The Rail, Maritime and Transport union (RMT) should get “off the picket line and round the negotiating table” as passengers face fresh disruption from strikes, Transport Secretary Mark Harper has said.
Around half of Britain’s railway lines are closed and only a fifth of services are running as thousands of workers at Network Rail and train operators stage two 48-hour walkouts starting on Tuesday and Friday.
Drivers in the Aslef union will strike on Thursday.
Enjoy more Railways Illustrated Magazine reading every month.
Click here to subscribe & save.
Picket lines have been mounted outside railway stations across the country in a repeat of what became a familiar sight last year.
Mr Harper told Times Radio: “There is a very fair pay offer on the table which has been accepted by two of the trade unions on Network Rail.
“The RMT recommended that their members didn’t accept it, but actually a third of their members still voted in favour of it.
“I think it is time that the RMT got off the picket line and round the negotiating table to try and hammer out a deal with the train operating companies and Network Rail.”
The minister insisted he has had “perfectly constructive discussions” with all rail union leaders when asked if he has a good relationship with RMT general secretary Mick Lynch.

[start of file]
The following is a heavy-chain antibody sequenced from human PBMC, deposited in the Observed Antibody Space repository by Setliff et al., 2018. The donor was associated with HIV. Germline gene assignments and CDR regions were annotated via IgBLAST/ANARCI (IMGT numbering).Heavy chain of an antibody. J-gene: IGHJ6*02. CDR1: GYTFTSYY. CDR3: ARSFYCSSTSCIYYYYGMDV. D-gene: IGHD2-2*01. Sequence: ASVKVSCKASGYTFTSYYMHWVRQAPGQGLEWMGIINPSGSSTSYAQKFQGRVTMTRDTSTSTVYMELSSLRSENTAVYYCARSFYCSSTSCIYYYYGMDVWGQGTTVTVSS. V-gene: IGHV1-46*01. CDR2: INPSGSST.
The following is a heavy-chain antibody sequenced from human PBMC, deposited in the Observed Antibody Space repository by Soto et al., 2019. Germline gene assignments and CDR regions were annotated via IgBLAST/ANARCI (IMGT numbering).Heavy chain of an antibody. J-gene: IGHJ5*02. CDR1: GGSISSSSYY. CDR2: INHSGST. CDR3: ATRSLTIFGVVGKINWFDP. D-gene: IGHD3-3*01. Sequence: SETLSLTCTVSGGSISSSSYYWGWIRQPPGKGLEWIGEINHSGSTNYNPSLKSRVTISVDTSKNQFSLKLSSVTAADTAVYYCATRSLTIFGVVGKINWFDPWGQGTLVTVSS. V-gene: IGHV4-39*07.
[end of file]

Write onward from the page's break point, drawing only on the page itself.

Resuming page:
He added: “This is a very difficult week for those that depend on the train to get to work, to carry out important appointments, and for businesses who depend on those commuters.”
Speaking to the PA news agency from an RMT picket line outside London Euston station, Mr Lynch said: “The Government and the companies have not put any fresh proposals to us.
“They know what needs to be done to move towards a settlement, how to work through the problems and get to some documentation that we can all support, but that’s not happened so far.
“We’re hoping in the next few days that they will come to us and propose more meetings and more sessions of negotiation but at the moment that’s simply not there.
“The Government has let these strikes go ahead and that’s unfortunate.”
Tim Shoveller, Network Rail’s chief negotiator, said the Government-owned company wants to “work with the RMT now to make clarifications where there’s been misunderstanding” with the rejected offer, and put it to another vote.
He told BBC Radio 4’s Today programme: “We only need 2,000 people who voted no last time to change their vote and the deal will pass.
“So, we think that’s within touching distance.”